T he loss in some taxa of conserved developmental control genes that arc present in the vast majority of animal lineages is an understudied phenomenon. It is likely that in those lineages in which loss has occurred It may be a strong signal of the mode, tempo and direction of developmental evolution and thus identify ways of generating morphological novelties. Intuitively we might expect these novelties to be particularly those associated with morphological simplifications. One striking example of this has occurred within the nematodes. It appears that over half the ancestral bilaterian Hox cluster has been lost from the model organism Caenorhabditis elegans and its closest related species. Studying the Hox gene complement of nematodes across the phylum has shown that many, if not all these losses occurred within the phylum. Other nematode clades only distantly related to C. elegans have additional Hox genes orthologous to those present in the ancestral bilaterian but absent from the model nematode. In some of these cases rapid sequence evolution of the homeodomain itself obscures orthology assignment until comparison is made with sequences from multiple nematode clacks with slower evolving Hox genes. Across the phylum the homeodomains of the Hox genes that are present are evolving very rapidly. In one particular case the genomic arrangement of two homeodomains suggests a mechanism for gene loss. Studying the function in nematodes of the Hox genes absent from C'. elegans awaits further research and the establishment of new nematode models. However, what we do know about Hox gene functions suggests that the genetic circuits within which Hox genes act have changed significantly within C. elegans and its close relatives.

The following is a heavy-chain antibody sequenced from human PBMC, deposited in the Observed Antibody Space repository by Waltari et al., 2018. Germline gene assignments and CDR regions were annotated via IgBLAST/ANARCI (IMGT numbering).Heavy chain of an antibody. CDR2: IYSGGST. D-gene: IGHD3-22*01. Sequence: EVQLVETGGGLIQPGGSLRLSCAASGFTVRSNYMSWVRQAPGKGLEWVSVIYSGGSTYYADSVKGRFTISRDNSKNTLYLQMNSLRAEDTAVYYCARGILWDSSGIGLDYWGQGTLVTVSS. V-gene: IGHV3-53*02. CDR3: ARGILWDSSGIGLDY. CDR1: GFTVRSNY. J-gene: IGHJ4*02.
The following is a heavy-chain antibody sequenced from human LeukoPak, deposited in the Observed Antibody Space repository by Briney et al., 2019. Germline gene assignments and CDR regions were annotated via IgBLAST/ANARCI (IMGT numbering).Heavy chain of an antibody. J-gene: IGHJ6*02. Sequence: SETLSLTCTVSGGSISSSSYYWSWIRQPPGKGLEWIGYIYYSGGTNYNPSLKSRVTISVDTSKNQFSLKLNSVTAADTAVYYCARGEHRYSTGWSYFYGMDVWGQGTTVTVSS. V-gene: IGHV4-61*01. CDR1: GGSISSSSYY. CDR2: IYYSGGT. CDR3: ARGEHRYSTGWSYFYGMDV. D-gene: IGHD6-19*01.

|Title of host publication||HOX GENES: STUDIES FROM THE 20TH TO THE 21ST CENTURY|
|Place of Publication||BERLIN|
|Number of pages||10|
|Publication status||Published - 2010|